We have acquired a new ‘puppy’. He is a Springer/Cocker cross so has boundless ene4renergy
Slieve League, Co. Donegal
Variable DamselflyThe Variable Damselfly can be confused with the Azure or Common blue at first sight, but if you look closely (or better still, examine a photograph at your leisure), the ‘U’ shaped mark on the thorax is joined onto the black ‘ring’ below it (they are separate in the Azure form), so that it looks like a Chalice, or Wine glass. They are more slender than other damselflies. Females have a green and a blue form. Another distinguishing feature is the shape of the pronotum (a little ‘collar, between the head and thorax) which has strongly trilobate margins. (In the Azure damselfly, this is much broader and flatter).
Common Blue DamselflyMale Common Blues can be distinguished from other damselflies by having a single black stripe on the side of the thorax, a black ‘Club’ shaped mark on segment 2 of the thorax, and all-blue upper surface of segments 8 and 9 of the abdomen. Immature males can be a paler blue or lilac, colour. The females can have variable colours, either blue, like the males, or the ‘drab’ form, which is a yellowish or pale biscuit colour. But all Common Blue females have a little spine sticking out below segment 8 of the abdomen.
Blue-tailed DamselflyMales are fairly easy to identify, with a metallic black body, and bright blue segment 8 on the abdomen, with green or blue thorax. Females can have a variety or colour forms at different stages of maturity. The image on the middle left shows the ‘rufescens’ phase eating a moth, with reddish-pink thorax and blue tail. This ‘rufescens’ form develops into a more yellow/brown appearance with the ‘brown ’tail’ (far left). Females can occur in a violet coloured, or greenish form also!Blue-tailed damselflies can be seen in flight from May to September, and are reputed to be tolerant to some degree of pollution or brackish water. This is a beautiful species to photograph, showing such variation in colours.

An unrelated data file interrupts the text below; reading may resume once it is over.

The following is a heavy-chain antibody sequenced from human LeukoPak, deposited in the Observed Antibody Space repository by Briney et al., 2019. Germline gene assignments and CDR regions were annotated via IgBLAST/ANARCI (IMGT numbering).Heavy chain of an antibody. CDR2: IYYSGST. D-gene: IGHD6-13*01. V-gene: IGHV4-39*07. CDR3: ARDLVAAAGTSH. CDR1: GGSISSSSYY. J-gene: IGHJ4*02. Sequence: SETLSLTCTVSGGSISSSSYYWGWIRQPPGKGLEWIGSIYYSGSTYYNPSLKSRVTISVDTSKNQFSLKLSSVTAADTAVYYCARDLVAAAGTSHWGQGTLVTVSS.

The Emerald damselfly looks larger, and sturdier than the the Blue damselflies, however, it appears to have a much weaker flight than the Blues. The female Emerald damsel, pictured here, has a green body, going into a burnished brown at the sides. It can perch with its wings half open, unlike the Blues, which close their wings fully at rest.Male Emeralds damselflies have a metallic green body, but as they mature, develop a bluish-white colour on the thorax and first two abdominal segments, and also on segments 8 and 9. These damselflies emerge in late June, and can be seen in flight up to September.
The Large Red damselfly is quite conspicuous, and unlikely to be mistaken for anything else with its red and black colouration, and black legs.This image is of a female, probably the ‘intermedia’ form. There are three colour forms with varying amounts of black on the body, and red and yellow thorax.Males have a predominantly red abdomen, with black on the 7th and 8th segments. Near the tips of the wings, there are black square shaped spots.The only other red Damselfly is the Small Red, which is not found in Ireland, though abundant in South West Europe, and in parts of Southern England and Wales.
Damselflies are a beautiful Order of species within the group that also contains the Dragonflies. This selection of photographs have been collected over the years. Damselflies are very variable, particularly in colour, which makes identification sometimes difficult. Identification is more often based on small features of their structure and anatomy rather than colours. Thus the Blue-tailed Damselfly doesn’t always have a blue tail!Azure DamselflyThis is a very common damselfly, to be seen on the wing from mid May (depending on the weather) until August. The head, thorax and abdomen of males are black and blue, while females have more black, with a blue or green thorax. Males have a characteristic black ‘U’ shaped mark on the second segment of the thorax. These damselflies are usually seen flying around emergent vegetation at the edges of ponds or ditches, or feeding by sunny ditches, hedges and woods. Beautiful to see, and photograph, though they don’t stay in one spot for long!